Frank James, the man New York City police suspect of committing the brazen and bloody attack on a subway train Tuesday morning, had been arrested in Essex County, New Jersey, 27 years ago for making terroristic threats, according to the prosecutor's office.
At the time, James, now 62, was charged with making terroristic threats during an incident in Fairfield, stated Katherine Carter, a spokesperson for the Essex County Prosecutor's Office.
The NYPD confirmed James — who has been associated with addresses in Ohio, New Jersey, New York and Wisconsin — has at least three prior charges in New Jersey, according to USA Today, as well as nine arrests in New York.
However, the Fairfield charge appears to be a fourth in the Garden State for James.
In the 1995 matter, James was convicted of the lesser charge of harassment and sentenced to probation for one year, according to the Essex County Prosecutor's Office.
Further details of the crime were not immediately available due to the age of the case, but a request for the affidavit of probable cause filed against James in the matter was submitted to the state's Administrative Office of the Courts and is pending a response.
On Tuesday, at least 10 people were shot and 19 others taken to hospitals for injuries ranging from smoke inhalation to shrapnel wounds after a gunman opened fire on a Manhattan-bound N train arriving at a subway station in Brooklyn's Sunset Park neighborhood during rush hour.
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By late in the evening, police had identified James as a person of interest.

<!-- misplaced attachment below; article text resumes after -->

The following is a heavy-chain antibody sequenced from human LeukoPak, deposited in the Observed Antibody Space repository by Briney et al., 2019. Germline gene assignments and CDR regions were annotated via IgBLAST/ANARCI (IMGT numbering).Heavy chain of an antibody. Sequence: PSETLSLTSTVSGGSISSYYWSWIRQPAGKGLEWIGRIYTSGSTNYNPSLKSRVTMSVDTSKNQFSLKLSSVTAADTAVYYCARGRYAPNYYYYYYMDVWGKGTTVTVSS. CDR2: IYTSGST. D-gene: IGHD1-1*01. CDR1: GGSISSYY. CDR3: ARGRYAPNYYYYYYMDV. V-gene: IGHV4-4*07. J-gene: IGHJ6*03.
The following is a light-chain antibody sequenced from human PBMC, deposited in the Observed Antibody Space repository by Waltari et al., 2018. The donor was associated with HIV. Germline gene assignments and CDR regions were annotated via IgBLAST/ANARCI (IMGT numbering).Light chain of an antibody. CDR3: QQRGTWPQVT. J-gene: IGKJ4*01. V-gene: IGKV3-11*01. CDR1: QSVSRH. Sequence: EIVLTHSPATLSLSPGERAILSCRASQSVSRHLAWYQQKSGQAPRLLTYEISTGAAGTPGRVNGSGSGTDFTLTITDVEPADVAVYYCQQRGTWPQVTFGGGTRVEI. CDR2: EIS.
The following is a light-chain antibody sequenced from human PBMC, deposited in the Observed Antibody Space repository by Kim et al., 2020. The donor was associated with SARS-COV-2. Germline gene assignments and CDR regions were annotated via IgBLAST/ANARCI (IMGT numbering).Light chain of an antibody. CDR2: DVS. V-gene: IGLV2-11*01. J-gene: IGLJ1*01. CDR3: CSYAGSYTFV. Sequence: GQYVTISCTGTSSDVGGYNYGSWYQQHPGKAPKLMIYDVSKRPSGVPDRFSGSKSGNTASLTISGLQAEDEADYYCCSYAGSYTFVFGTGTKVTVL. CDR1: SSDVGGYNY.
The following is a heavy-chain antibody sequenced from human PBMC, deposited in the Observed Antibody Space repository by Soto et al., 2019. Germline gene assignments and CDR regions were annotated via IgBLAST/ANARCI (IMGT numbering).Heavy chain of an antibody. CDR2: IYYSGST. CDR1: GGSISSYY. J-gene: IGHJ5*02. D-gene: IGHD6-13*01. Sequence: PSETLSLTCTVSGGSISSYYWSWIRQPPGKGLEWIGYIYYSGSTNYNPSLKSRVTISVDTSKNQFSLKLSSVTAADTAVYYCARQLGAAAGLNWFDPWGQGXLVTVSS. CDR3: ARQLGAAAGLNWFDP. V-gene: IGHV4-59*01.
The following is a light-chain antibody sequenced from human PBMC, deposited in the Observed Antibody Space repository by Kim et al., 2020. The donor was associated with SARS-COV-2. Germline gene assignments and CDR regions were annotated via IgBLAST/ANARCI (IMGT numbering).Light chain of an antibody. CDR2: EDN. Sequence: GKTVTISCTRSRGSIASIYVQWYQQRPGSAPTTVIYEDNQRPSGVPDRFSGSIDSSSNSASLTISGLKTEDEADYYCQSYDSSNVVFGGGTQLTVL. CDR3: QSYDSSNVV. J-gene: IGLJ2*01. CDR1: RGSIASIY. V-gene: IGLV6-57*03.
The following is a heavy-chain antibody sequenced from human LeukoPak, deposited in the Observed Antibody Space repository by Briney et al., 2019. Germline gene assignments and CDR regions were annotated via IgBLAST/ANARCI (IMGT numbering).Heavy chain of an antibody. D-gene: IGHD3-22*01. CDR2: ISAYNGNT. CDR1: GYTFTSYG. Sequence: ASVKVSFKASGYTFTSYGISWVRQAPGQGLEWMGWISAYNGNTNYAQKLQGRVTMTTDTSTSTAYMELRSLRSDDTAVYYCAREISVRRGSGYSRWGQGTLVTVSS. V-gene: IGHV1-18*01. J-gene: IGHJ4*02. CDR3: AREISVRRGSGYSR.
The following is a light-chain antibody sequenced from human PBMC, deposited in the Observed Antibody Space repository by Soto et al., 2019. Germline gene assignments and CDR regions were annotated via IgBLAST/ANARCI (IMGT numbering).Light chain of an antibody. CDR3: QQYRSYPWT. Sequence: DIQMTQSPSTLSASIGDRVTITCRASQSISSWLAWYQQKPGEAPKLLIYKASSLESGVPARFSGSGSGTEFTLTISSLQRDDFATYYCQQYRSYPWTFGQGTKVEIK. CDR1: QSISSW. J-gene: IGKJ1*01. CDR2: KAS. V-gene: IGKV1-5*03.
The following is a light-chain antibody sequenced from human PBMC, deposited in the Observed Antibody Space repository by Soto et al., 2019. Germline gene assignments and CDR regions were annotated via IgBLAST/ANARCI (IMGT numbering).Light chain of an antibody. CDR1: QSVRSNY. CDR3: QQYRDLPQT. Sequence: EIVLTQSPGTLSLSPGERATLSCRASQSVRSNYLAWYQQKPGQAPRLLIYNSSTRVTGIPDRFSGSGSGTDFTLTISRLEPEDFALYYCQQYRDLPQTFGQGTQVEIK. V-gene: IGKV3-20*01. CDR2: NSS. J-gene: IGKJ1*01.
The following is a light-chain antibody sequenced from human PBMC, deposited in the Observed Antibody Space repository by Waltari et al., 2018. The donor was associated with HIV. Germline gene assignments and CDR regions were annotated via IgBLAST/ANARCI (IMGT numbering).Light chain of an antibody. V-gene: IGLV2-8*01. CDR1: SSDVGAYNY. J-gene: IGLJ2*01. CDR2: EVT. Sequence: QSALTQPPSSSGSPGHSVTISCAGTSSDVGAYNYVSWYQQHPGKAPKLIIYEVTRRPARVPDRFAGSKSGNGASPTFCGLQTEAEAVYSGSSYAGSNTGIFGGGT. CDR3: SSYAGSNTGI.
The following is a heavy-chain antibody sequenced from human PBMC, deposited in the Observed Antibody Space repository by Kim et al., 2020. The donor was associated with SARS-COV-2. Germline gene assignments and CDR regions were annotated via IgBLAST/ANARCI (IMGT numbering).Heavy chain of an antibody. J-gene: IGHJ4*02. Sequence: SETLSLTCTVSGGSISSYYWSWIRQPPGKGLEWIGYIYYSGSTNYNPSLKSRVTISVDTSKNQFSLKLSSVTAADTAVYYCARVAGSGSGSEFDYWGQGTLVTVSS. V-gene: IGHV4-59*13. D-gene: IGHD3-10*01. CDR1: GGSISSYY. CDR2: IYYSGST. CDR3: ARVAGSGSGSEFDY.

James phoned the NYPD on Wednesday and told them he was at a McDonald's in the city's East Village, police said. He was taken into custody nearby.
He faces a federal terrorism charge of targeting a mass transit system, U.S. Attorney for the Eastern District of New York Breon Peace said. There is no indication James had ties to terror organizations – international or otherwise – and the motive remains unclear.
The shooter donned a gas mask before setting off two smoke canisters and firing 33 times with a Glock 9mm handgun, which was found in the subway car, police said.
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James allegedly purchased the firearm in Ohio in 2011 and had no felony convictions, New York City Chief of Detectives James Essig told USA Today.
A law enforcement official who was not authorized to comment publicly said authorities were reviewing several social media pages, including YouTube videos that appear to feature James ranting and making threatening comments.
James is no stranger to police. His nine prior arrests in New York span from 1992 to 1998, including four arrests for possession of burglary tools, once for a sex offense and twice for theft of service, Essig said, and was arrested once on a warrant out of New Jersey and again for criminal tampering.
In addition to the Fairfield arrest in 1995, James was also arrested in New Jersey in 1991, 1992 and 2007, on charges for trespass, larceny and disorderly conduct, Essig added.
Nicholas Katzban is a breaking news reporter for NorthJersey.com. To get breaking news directly to your inbox, sign up for our newsletter.
This article originally appeared on NorthJersey.com: NYC subway shooting suspect faced charges in NJ in 1995